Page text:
Sunday, March 6, 2011

The Lesson I Learned

(March 4th Journal)

Well, my nephew had a party tonight. It had an awesome, pirate theme. My boys adore Caden & were excited to have a fun time—and it turned out great (most of it, anyway).

Tyson was the only kid wearing an eye patch when I showed up, and he wore it practically the whole time, which cracks me up. After he got his totally awesome balloon pirate sword, he lifted the eye-patch up so he could run faster and jab better. All of a sudden, he had a melt-down on the playground, though, and began running to me in shambles. For a couple seconds I braced myself to take my usual “You’re just fine” approach to the situation until he told me another kid had thrown sand in his eyes. The closer he got to me, I could tell this melt-down was a merited one. Once he was in my arms I could see that the little tears by his eyes were actually filled with muddy sand. He was literally crying sand out of his eyes. I felt so bad for him, but I still kept my cool.
At the bathroom, I cupped my hands and filled them with water while he tried to open blink his eyes open in the water to wash out the sand. After doing this several times for each eye and thinking we were making progress, I pulled on his little face under his eye to see inside his lower eyelid. Much to my dismay, his eye was still lined with granules of sand. That finally ticked me off enough and I muttered something like, “I can’t believe that kid actually threw sand directly INTO your eyes. Who would do that?! That…little…jerk!” I knew I probably shouldn’t name call in front of Tyson like that, and I never have done that until tonight, but I was so mad that I justified by saying that kid deserved it…after all, what he did to my kid was RUDE! But I immediately started to regret what I said when I noticed Tyson reacting to the situation by stamping his little foot and thinking about what he was going to say about the kid, too. But my heart softened in the instant he exclaimed, “That…little….goof-ball!” I smiled and we kept washing out sand from his eyes. It really was awful and he kept crying out little granules of sand. I had to remind him over and over not to rub his eyes, and it broke my heart every time he’d blink and say, “That REALLY hurts!”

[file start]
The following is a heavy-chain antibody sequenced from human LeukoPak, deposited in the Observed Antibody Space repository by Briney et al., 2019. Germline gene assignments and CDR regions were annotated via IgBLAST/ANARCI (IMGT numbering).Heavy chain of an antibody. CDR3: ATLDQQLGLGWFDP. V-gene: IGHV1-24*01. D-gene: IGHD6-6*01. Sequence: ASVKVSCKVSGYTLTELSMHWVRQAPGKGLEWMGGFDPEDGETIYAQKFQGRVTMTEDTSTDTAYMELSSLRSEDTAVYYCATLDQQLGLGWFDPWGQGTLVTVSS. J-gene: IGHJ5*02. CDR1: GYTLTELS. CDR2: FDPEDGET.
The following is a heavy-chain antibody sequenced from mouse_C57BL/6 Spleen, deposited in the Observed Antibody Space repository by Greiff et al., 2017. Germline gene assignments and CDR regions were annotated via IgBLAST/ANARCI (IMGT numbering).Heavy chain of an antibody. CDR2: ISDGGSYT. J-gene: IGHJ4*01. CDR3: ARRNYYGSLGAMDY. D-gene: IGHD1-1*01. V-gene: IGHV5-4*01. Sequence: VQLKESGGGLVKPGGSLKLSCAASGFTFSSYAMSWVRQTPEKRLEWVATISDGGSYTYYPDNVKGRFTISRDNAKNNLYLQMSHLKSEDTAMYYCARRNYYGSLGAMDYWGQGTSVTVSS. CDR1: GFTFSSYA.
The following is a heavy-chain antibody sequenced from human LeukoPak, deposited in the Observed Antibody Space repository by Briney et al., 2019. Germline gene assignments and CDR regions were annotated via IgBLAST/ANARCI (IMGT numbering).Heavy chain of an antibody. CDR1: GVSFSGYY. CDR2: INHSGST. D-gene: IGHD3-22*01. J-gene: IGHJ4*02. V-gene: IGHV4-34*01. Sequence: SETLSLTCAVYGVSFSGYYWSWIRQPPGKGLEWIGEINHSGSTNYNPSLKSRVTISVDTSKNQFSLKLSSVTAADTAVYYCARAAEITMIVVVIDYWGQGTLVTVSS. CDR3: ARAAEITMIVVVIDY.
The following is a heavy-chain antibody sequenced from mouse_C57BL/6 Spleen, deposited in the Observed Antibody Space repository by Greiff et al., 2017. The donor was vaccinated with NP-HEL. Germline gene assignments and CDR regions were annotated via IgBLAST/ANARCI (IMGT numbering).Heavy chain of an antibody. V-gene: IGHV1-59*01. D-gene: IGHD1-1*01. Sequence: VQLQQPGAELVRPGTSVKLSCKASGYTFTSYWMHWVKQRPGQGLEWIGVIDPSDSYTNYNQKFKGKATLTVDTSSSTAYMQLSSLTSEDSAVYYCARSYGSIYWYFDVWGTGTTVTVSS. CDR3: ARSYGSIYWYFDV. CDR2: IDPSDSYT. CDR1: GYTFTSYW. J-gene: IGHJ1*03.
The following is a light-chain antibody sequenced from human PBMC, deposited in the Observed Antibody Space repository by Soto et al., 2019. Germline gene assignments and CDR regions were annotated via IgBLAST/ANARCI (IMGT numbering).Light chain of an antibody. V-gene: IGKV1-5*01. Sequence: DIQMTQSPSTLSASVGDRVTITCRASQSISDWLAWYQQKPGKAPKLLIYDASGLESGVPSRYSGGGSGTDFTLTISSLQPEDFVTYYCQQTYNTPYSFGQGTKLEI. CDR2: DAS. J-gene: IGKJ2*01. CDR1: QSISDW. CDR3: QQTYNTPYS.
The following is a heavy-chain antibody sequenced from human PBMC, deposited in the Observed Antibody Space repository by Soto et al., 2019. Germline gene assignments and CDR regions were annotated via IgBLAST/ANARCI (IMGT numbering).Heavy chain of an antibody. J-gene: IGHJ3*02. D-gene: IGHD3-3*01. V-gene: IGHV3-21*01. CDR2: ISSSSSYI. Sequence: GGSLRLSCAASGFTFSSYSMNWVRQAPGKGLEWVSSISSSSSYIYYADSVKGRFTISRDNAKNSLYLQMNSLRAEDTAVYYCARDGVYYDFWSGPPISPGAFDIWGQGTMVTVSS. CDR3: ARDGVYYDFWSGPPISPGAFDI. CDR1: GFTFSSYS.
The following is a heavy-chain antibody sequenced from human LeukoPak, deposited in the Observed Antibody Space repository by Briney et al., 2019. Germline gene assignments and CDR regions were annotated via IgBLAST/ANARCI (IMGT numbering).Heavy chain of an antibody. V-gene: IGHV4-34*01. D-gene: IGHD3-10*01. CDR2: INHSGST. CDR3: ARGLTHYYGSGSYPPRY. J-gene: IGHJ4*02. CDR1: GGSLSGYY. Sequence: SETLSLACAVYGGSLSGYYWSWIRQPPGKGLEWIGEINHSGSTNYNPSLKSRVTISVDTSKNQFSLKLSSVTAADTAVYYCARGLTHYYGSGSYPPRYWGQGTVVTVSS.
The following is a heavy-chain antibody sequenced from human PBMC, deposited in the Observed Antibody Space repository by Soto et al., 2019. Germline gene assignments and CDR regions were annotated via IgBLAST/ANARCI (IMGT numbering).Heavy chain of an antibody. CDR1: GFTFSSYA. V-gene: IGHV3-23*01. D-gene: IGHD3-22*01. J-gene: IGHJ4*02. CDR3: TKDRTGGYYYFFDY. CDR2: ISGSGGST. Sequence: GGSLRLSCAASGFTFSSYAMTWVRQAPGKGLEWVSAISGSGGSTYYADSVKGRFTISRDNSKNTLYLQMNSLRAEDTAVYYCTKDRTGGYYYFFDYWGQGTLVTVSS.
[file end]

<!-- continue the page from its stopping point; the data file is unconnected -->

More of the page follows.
Well, it gets better. We finally got down to 2 largely visible grains (one in each eye). They could only be seen deep in the crevice of his lower eye-lid and the white of his eye. It wasn’t close enough to the edge for me to feel comfortable trying to get it out, so we went to Mitch for moral support and help. As we walked over to Mitch, Tyson once again caught me off-guard as he told the story: “Dad! That cute little kid over there with the band-aid on his head threw sand in my eyes, and it really hurts!”

What a tender and precious moment in time. Who would have thought that this experience would leave me with a good feeling? No one in their right mind would initially think that something good would come from this 30-40 minute ordeal, but it did. If you think about it, it really was an ORDEAL. With all the time it took to rinse all the grains of sand out of his eyes, not only was my son in a crisis, but we missed the opening of all the birthday presents, and the singing. But, my kid did what I taught him to do…in fact, he did it better than I did. : ) He was forgiving. Just like Jesus taught us to be. He taught me a lesson: That cute, little goof-ball, with the band-aid on his head is as precious as gold to his mommy, too. In the end, it’s all okay. In the end, we’re all treasured as God’s children...each just as loveable, unique, and wanted as the next. And it helped our mood to get to eat a pirate cake, too.

…….I also learned…or remembered, rather, how important it is to have your child apologize when they do something wrong. It’s very possible that the sand-throwing-culprit’s mommy wasn’t even aware of what happened, and I hold no malice. But, I’m all the more grateful that when my son threw sand just a few days ago, that I saw it and made him apologize. It’s just an important practice and I hope to teach my kids to be conscious of the way other people’s feelings are affected by their actions and to make their wrongs right.

It’s quite the life over there on the, really, quite the life--a real pirate showed up & I snapped a picture of him. I don't know where on earth he came from!